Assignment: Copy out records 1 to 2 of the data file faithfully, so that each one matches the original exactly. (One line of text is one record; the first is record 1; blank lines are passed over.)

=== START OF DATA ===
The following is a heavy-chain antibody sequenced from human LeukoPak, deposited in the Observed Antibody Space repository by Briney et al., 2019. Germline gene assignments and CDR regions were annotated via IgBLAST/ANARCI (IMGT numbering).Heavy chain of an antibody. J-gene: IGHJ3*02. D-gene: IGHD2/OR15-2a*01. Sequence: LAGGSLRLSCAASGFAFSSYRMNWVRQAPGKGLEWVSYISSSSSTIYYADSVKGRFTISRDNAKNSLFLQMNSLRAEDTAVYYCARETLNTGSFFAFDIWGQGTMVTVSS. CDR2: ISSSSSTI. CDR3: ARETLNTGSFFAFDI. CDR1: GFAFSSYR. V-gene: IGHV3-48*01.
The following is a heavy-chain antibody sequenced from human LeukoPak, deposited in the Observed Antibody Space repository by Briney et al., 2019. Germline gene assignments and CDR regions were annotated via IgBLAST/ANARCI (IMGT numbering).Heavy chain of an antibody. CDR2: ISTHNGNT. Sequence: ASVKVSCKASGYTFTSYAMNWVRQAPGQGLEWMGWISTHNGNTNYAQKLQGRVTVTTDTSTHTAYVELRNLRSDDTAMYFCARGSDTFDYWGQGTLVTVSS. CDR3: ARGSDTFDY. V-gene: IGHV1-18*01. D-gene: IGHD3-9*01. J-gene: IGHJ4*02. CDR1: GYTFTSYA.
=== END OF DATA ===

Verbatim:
The following is a heavy-chain antibody sequenced from human LeukoPak, deposited in the Observed Antibody Space repository by Briney et al., 2019. Germline gene assignments and CDR regions were annotated via IgBLAST/ANARCI (IMGT numbering).Heavy chain of an antibody. J-gene: IGHJ3*02. D-gene: IGHD2/OR15-2a*01. Sequence: LAGGSLRLSCAASGFAFSSYRMNWVRQAPGKGLEWVSYISSSSSTIYYADSVKGRFTISRDNAKNSLFLQMNSLRAEDTAVYYCARETLNTGSFFAFDIWGQGTMVTVSS. CDR2: ISSSSSTI. CDR3: ARETLNTGSFFAFDI. CDR1: GFAFSSYR. V-gene: IGHV3-48*01.
The following is a heavy-chain antibody sequenced from human LeukoPak, deposited in the Observed Antibody Space repository by Briney et al., 2019. Germline gene assignments and CDR regions were annotated via IgBLAST/ANARCI (IMGT numbering).Heavy chain of an antibody. CDR2: ISTHNGNT. Sequence: ASVKVSCKASGYTFTSYAMNWVRQAPGQGLEWMGWISTHNGNTNYAQKLQGRVTVTTDTSTHTAYVELRNLRSDDTAMYFCARGSDTFDYWGQGTLVTVSS. CDR3: ARGSDTFDY. V-gene: IGHV1-18*01. D-gene: IGHD3-9*01. J-gene: IGHJ4*02. CDR1: GYTFTSYA.